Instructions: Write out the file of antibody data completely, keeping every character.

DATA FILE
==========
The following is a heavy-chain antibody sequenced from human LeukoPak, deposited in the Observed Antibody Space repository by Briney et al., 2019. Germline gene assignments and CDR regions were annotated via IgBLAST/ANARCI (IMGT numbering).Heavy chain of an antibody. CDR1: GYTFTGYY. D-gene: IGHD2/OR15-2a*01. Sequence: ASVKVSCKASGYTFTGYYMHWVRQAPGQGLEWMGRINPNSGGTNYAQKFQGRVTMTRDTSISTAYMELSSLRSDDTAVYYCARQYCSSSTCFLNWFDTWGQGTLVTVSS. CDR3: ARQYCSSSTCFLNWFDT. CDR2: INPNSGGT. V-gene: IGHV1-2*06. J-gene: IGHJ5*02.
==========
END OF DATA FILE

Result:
The following is a heavy-chain antibody sequenced from human LeukoPak, deposited in the Observed Antibody Space repository by Briney et al., 2019. Germline gene assignments and CDR regions were annotated via IgBLAST/ANARCI (IMGT numbering).Heavy chain of an antibody. CDR1: GYTFTGYY. D-gene: IGHD2/OR15-2a*01. Sequence: ASVKVSCKASGYTFTGYYMHWVRQAPGQGLEWMGRINPNSGGTNYAQKFQGRVTMTRDTSISTAYMELSSLRSDDTAVYYCARQYCSSSTCFLNWFDTWGQGTLVTVSS. CDR3: ARQYCSSSTCFLNWFDT. CDR2: INPNSGGT. V-gene: IGHV1-2*06. J-gene: IGHJ5*02.